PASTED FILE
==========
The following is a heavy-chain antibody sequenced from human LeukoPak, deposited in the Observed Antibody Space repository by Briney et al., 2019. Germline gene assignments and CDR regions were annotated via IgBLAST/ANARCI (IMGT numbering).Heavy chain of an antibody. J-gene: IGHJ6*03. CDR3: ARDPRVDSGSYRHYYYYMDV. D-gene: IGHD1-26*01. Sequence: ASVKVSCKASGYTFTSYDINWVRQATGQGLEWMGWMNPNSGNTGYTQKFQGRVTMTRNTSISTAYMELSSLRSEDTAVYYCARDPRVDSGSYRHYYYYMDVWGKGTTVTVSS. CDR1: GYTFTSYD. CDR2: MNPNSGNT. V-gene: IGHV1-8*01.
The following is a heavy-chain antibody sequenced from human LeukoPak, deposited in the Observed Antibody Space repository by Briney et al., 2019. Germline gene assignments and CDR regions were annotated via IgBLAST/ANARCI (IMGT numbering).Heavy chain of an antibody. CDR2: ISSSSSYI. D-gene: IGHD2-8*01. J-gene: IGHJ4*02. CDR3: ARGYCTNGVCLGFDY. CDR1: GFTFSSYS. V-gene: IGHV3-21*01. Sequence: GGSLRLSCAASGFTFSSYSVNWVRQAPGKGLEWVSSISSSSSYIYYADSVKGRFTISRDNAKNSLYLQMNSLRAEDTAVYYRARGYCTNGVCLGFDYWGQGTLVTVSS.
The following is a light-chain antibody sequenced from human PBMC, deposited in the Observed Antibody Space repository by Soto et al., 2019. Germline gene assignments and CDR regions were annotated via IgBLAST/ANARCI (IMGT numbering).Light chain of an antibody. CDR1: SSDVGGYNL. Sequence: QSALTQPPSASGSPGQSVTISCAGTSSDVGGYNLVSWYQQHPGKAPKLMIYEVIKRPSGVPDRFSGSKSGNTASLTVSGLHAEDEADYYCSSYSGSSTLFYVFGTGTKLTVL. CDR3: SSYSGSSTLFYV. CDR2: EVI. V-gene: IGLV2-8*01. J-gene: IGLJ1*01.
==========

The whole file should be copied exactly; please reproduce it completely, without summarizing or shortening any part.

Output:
The following is a heavy-chain antibody sequenced from human LeukoPak, deposited in the Observed Antibody Space repository by Briney et al., 2019. Germline gene assignments and CDR regions were annotated via IgBLAST/ANARCI (IMGT numbering).Heavy chain of an antibody. J-gene: IGHJ6*03. CDR3: ARDPRVDSGSYRHYYYYMDV. D-gene: IGHD1-26*01. Sequence: ASVKVSCKASGYTFTSYDINWVRQATGQGLEWMGWMNPNSGNTGYTQKFQGRVTMTRNTSISTAYMELSSLRSEDTAVYYCARDPRVDSGSYRHYYYYMDVWGKGTTVTVSS. CDR1: GYTFTSYD. CDR2: MNPNSGNT. V-gene: IGHV1-8*01.
The following is a heavy-chain antibody sequenced from human LeukoPak, deposited in the Observed Antibody Space repository by Briney et al., 2019. Germline gene assignments and CDR regions were annotated via IgBLAST/ANARCI (IMGT numbering).Heavy chain of an antibody. CDR2: ISSSSSYI. D-gene: IGHD2-8*01. J-gene: IGHJ4*02. CDR3: ARGYCTNGVCLGFDY. CDR1: GFTFSSYS. V-gene: IGHV3-21*01. Sequence: GGSLRLSCAASGFTFSSYSVNWVRQAPGKGLEWVSSISSSSSYIYYADSVKGRFTISRDNAKNSLYLQMNSLRAEDTAVYYRARGYCTNGVCLGFDYWGQGTLVTVSS.
The following is a light-chain antibody sequenced from human PBMC, deposited in the Observed Antibody Space repository by Soto et al., 2019. Germline gene assignments and CDR regions were annotated via IgBLAST/ANARCI (IMGT numbering).Light chain of an antibody. CDR1: SSDVGGYNL. Sequence: QSALTQPPSASGSPGQSVTISCAGTSSDVGGYNLVSWYQQHPGKAPKLMIYEVIKRPSGVPDRFSGSKSGNTASLTVSGLHAEDEADYYCSSYSGSSTLFYVFGTGTKLTVL. CDR3: SSYSGSSTLFYV. CDR2: EVI. V-gene: IGLV2-8*01. J-gene: IGLJ1*01.